Of Amata, the wife of Latinus, it is very certain, that were she an Italian, she could not have born a daughter marriageable at the arrival of Æneas, unless we should wholly follow Suidas, and rather give the conduct of the Cetei into Italy, to Telephus the father, than to his son, who served in the last year of the Trojan war. But Reineccius holds holds her an Asiatic, and thinks withal, that Lavi. nia was born before Telephus came into Italy. That this name Amata, by which Virgil and Halicarnas. sæus call her, was not proper, but rather a surname, it may seem by Varro, who calleth her Palatia, which name very well might be derived from the Greek name Pallas. Amata, which signifieth beloved, or dear, was the name by which the high priest called every virgin whom he took to serve as a nun of Vesta; wherefore, it is the more easily to be thought a surname, howsoever Virgil discourse of her and Venilia her sister.
2 Suidas in the word Latini,
Lavinia, the daughter of Latinus, being given in marriage to Æneas, the kingdom of Latium, or the greatest part of that country, was established in that race; wherein it continued until it was over-grown by the might and greatness of the Romans.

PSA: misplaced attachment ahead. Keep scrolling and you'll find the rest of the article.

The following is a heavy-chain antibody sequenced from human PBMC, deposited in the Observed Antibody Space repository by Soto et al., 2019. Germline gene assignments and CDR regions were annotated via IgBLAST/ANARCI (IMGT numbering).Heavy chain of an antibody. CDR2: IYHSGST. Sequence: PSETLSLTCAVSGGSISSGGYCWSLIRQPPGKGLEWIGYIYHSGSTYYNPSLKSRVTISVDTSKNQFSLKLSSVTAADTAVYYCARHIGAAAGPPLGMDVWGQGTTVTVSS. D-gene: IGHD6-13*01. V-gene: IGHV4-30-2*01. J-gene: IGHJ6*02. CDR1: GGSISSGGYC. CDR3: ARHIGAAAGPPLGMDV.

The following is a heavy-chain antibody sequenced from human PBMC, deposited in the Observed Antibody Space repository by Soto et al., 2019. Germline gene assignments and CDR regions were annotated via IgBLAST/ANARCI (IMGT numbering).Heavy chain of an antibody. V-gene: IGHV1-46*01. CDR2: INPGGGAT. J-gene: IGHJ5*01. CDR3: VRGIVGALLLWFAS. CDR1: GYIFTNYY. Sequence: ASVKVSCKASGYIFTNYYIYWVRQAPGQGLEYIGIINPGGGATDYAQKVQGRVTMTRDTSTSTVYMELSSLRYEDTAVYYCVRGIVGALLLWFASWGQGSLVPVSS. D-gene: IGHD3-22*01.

Sect. IV. Of Æneas, and of the kings and governors of Alba. • Æneas himself, being of the royal blood of Troy, had the command of the Dardanians; he was a valiant man, very rich, and highly honoured among the Trojans. By his wife Creusa, the daughter of Priamus, he had a son called Ascanius; whose surname was Julus, having before the ruin of Troy, (as Virgil notes,) being surnamed Ilus. But when Æneas was dead, his wife Lavinia, the daughter of Latinus, being great with child by him, and, fearing the power of this Ascanius, fed into the woods, where she was delivered of a son, called thereupon Sylvius, and surnamed Posthumus, because he was born after his father's funeral. This flight of Lavinia was so evil taken by the people, that Ascanius procured her return, entreated her honourably, and using her as a queen, did foster her young son, his half-brother Sylvius. Yet afterwards, whether to avoid all occasions of disagreement, or delighted with the situation of the place, Ascanius, leaving to his mother-in-law the city of Lavinium, which Æ. neas had built, and called after his new wife's name, founded the city Alba Longa, and therein reigned. The time of his reign was, according to some, eight and twenty years ; Virgil gives him thirty.; others five and thirty, and eight and thirty. After his decease, there arose contention between Sylvius,